Saturday, 28 August 2010

How to modify Heroscape™ hexed terrain

In the past I have modified quite a lot of Heroscape™ hexed terrain by painting and flocking it. The following 'How to' blog entry explains how I did this.

Materials
The materials I used included:
  • Heroscape™ hexed terrain tiles
  • Acrylic paint (I used Games Workshop™ Graveyard Earth and Goblin Green in the following examples)
  • Flock (I used Dark Meadow Green [Scatter No. 11] supplied by Javis "Countryside" Scenics, of Stockport)
  • White PVA glue (I used Evo-Stik Wood Adhesive)
  • Various paintbrushes
Step 1
The first step is to wash the Heroscape™ hexed terrain tiles in warm soapy water to remove and grease or dirt. They should then be rinsed in clean, warm water, and allowed to dry.

Step 2
I then paint the sides of the hexed terrain tiles. I usually stack them in piles of seven, this being a thick enough pile for me to hold comfortably between my first finger and thumb whilst I apply the paint. (Incidentally, seven is also the number of hexed terrain tiles I can stack and store in my storage system)

The paint is actually thinned down and not used 'as it comes' from the paint pot. I find that a small, flat brush is an excellent tool for this task.

The point of painting the sides of the hexed terrain tiles is to dull the natural shine of the plastic, and too thick a coat of paint will stop the hexed terrain tiles locking together.

For this example I used thinned Games Workshop™ Graveyard Earth on the sides of the hexed terrain tiles.

Step 3
After the paint on the side of the hexed terrain tiles has dried they can be separated and the tops can be painted.

This is best done by painting the edge of each hexed terrain tile first, making sure that not too much paint goes over the edge of the hexed terrain tile as this will also make it difficult to lock the hexed terrain tiles together. I find that a small, flat brush is also an excellent tool for this task. I used Games Workshop™ Goblin Green to paint the top of each hexed terrain tile.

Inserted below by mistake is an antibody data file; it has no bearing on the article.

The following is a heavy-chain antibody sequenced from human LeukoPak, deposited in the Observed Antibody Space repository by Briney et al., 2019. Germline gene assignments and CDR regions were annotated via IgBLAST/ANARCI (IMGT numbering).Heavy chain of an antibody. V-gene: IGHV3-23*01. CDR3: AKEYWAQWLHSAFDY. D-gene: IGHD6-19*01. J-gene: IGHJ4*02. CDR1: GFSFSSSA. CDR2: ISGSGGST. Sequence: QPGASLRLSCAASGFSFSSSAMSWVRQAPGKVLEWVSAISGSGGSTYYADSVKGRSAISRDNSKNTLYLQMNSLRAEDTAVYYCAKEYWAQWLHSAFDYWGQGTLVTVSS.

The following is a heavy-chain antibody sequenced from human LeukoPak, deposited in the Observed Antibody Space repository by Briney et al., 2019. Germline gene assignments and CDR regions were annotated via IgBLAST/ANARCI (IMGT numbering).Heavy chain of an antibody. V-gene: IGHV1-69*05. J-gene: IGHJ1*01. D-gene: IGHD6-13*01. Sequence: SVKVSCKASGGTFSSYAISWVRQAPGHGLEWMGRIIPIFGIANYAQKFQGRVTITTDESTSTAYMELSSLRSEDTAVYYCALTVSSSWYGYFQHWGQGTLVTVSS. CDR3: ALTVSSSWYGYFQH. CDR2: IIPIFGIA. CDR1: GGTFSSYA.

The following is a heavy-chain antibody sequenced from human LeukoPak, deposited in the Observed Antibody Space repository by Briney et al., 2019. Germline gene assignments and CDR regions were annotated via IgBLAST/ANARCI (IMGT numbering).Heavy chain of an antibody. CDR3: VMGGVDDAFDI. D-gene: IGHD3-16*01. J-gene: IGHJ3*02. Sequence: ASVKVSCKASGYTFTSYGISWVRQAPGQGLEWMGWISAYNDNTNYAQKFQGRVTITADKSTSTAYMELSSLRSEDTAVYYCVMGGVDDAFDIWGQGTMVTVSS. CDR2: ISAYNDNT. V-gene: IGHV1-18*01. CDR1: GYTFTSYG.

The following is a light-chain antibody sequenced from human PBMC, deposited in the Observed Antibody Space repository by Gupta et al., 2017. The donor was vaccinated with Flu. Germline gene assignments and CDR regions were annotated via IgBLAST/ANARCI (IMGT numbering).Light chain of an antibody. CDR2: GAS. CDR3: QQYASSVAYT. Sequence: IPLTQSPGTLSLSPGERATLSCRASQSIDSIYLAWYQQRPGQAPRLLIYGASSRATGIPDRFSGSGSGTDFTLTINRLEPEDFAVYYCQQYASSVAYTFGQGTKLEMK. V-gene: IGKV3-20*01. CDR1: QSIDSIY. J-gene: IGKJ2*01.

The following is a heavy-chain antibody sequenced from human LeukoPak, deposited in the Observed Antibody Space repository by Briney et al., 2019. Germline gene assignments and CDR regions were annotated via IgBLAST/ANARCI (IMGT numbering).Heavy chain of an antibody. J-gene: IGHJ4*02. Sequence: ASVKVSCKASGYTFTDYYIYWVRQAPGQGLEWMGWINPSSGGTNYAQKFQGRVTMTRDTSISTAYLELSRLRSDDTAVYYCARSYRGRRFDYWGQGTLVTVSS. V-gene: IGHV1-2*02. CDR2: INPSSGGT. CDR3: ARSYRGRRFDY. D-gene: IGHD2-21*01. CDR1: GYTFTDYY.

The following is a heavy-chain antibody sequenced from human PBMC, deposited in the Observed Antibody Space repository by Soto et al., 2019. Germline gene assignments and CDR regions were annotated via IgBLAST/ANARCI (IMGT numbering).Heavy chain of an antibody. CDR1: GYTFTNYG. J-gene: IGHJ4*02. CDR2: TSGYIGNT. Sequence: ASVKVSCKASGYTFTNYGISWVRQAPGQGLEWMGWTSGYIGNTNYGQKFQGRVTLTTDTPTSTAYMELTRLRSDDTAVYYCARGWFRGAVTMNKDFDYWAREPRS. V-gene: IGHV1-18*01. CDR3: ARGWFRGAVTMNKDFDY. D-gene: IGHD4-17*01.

Once the edges are painted, the centre of the hexed terrain tile can also be painted. The paint is then allowed to dry, and any areas that have not been covered with sufficient paint can be touched up.

Step 4
Once the paint is thoroughly dry, the flock can be glued to the raised area on top of the hexed terrain tile.

I find that the best way to do this is to start by laying a bead or edge of white glue around the edge of the raised area on the hexed terrain tile with a thin paintbrush ...

... and then 'filling in' the middle section.

Step 5
As soon as the glue has been applied I place the hexed terrain tile in a shallow cardboard tray (the bottom half of a model kit box is ideal for this) and tip a generous amount of flock onto the hexed terrain tile, making sure that all the glued-covered surface has a thick layer of flock on it.

I leave the hexed terrain tile in situ for a minute or so, and then gently lift it out so that my fingers do not touch the area that was covered in glue. I then gently tip the hexed terrain tile over so that any excess flock falls back into the shallow tray.

The hexed terrain tile is then placed to one side and the glue is left to dry for at least four hours. The flock will look quite light at this stage, but as the glue dries it becomes transparent and the flock regains its original colour.

2 comments:

  1. I tried to flock a couple of pieces this weekend. The flock I used was a foam like flock used in model railroading. Yours look more like flock that is used on roll up mats of grass that almost resembles wood. Am I correct?

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  2. jhnptrqn,

    You are correct. I used a wood-based rather than a plastic or foam-based flock material.

    All the best,

    Bob

    ReplyDelete